By CHARLEY WILKISON
When young folks tell me they are interested in politics, I like to tell them that when we humans rejected the perfect government in the Garden of Eden, we have been getting what we deserved ever since — government run by us, humans.
Tuesday, I was working on the west side of the Capitol all morning and ran up to the Gallery to sit with friends in kind of a tradition as the Texas House of Representatives adjourned Sine Die and ended the First Called Special of the 82nd Legislative Session.
It’s too bad that most Texans will never understand that Speaker Joe Straus took a huge political gamble and stood up for public safety and rank and file law enforcement officers who need the right to sometimes search those entering public buildings in order to keep us all safe.
A few minutes before I arrived in the Gallery, I had heard the news that SB 29 and HB 41, the so-called “anti-groping bills,” were dead on arrival. State Rep. David Simpson, R-Longview, filed them during the regular session, but they didn’t make it.
As a legislative advocate on behalf of Texas law enforcement officers, I head a team of folks who pay close attention to any issue relating to Texas peace officers. We immediately flagged the bill when the Governor placed it on the call for the special session. We don’t represent the federal airport security bureaucrats who search you before you get on a plane. And the pat-down bill was not anymore important to us than any other. Instead, it was the broad language that did not exclude Texas peace officers that caused me to take notice.
In an effort to stop the uncomfortable situation of being subjected to airport searches, the authors of the bill had left the language too broad and failed to exclude Texas officers.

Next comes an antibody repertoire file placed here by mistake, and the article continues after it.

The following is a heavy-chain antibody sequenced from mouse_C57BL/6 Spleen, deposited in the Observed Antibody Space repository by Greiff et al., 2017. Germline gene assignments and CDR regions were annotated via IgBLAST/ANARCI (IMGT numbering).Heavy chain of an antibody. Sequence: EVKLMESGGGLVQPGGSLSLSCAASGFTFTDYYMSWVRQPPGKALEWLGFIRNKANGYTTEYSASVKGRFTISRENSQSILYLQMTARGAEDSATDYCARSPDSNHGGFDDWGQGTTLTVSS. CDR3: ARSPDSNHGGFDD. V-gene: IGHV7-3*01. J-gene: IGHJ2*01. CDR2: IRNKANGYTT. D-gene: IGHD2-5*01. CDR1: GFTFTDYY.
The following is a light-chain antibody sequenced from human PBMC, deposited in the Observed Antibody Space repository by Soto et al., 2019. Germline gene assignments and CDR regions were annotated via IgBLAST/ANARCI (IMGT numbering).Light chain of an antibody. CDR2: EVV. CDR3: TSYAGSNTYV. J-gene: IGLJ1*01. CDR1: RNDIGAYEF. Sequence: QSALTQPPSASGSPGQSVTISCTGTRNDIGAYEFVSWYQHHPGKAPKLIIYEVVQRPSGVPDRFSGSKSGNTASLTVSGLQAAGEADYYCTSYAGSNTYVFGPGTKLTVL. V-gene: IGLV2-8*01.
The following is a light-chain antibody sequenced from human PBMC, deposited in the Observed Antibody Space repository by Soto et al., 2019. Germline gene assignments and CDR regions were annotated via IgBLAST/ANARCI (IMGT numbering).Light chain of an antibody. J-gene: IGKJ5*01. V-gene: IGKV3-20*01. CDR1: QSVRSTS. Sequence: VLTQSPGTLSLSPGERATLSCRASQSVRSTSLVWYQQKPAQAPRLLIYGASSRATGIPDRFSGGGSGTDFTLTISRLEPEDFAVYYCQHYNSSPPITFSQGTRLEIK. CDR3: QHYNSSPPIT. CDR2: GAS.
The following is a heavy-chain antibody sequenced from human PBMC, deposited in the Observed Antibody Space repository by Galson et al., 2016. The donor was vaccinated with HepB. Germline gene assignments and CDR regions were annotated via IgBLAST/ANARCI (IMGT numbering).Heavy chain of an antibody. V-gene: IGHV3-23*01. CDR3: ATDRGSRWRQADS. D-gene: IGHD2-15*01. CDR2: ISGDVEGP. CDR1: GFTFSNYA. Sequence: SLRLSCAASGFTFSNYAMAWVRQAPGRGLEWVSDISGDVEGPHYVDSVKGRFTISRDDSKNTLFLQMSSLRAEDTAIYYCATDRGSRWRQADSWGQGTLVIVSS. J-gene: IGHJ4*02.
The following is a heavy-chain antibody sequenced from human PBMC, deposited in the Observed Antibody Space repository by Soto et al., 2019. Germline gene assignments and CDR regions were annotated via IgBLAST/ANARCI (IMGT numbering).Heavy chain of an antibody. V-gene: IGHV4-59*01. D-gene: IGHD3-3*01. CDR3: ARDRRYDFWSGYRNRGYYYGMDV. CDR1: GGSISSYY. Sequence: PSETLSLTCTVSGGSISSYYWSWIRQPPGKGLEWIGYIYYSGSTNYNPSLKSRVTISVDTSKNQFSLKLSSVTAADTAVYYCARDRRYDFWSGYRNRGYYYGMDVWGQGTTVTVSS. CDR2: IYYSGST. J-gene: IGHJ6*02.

Before a law enforcement officer can search you as you enter a public building or public venue such as a concert or ballgame, they have to establish a legal term called “reasonable suspicion.” Now, reasonable suspicion isn’t for most of us law-abiding folks here in Liberty Hill. It’s designed to help officers use their training to spot somebody who is potentially dangerous. Street gang members, international drug cartel members or someone behaving strangely. Reasonable suspicion is the legal notch just before you get to probable cause.
I visited with the pertinent committee chairs and soon had a deal struck so they could pass this bill, but exclude Texas law enforcement officers so they could still do their job and keep an eye out for terrorists, drug and gun-runners and crazy people who like to hurt people.
Often the language in a proposed bill is not accurate and we have to cure that with an amendment. It happens a few hundred times a day in the Capitol. Everyone agreed on the language of the amendment and we all relaxed, sort of.
The morning that the bill was on the House Calendar and was headed for a floor vote, the author, Rep. Simpson had his assistant phone mine and tell us the deal was off. He was not going to accept our language as a friendly amendment and we were on our own. In the Capitol, your word is your bond and we had to re-evaluate our position.
We turned to an old friend. We went to Speaker Straus and explained that if two warring street gangs from Dallas, El Paso, Houston, or San Antonio were subpoenaed to testify in a drive-by shooting or a drug deal gone bad that our officers would not be able to search them under the reasonable suspicion rule.
Thank goodness for people like Joe Straus who aren’t afraid of bullies. He went out, held a news conference and said that if the bill was not fixed it would die. Plain and simple.
He wanted Texas police officers to have the law on their side, not on the side of criminal defense attorneys and the thugs they represent.
The bill was never fixed, the language remained vague and unclear. Things got so hot that people were going to the Speaker’s staff claiming to represent me and claiming there were peace treaties when there were no agreements. We kept the lines of communication open and clear. We were straightforward and very clear about what did and didn’t matter to Texas officers.
In the end, Joe Straus kept his word. By slowing down the bill and by listening to those who represent the hard-working men and women of Texas law enforcement, he avoided a potential law that might have stopped airport searches but would have inadvertently also stopped officers from being able to do their job and keep the public safe. An amazing and true story about a Texas hero right in front of our eyes — Joe Straus.
Charley Wilkison of Liberty Hill is Director of Public Affairs for the Combined Law Enforcement
Associations of Texas.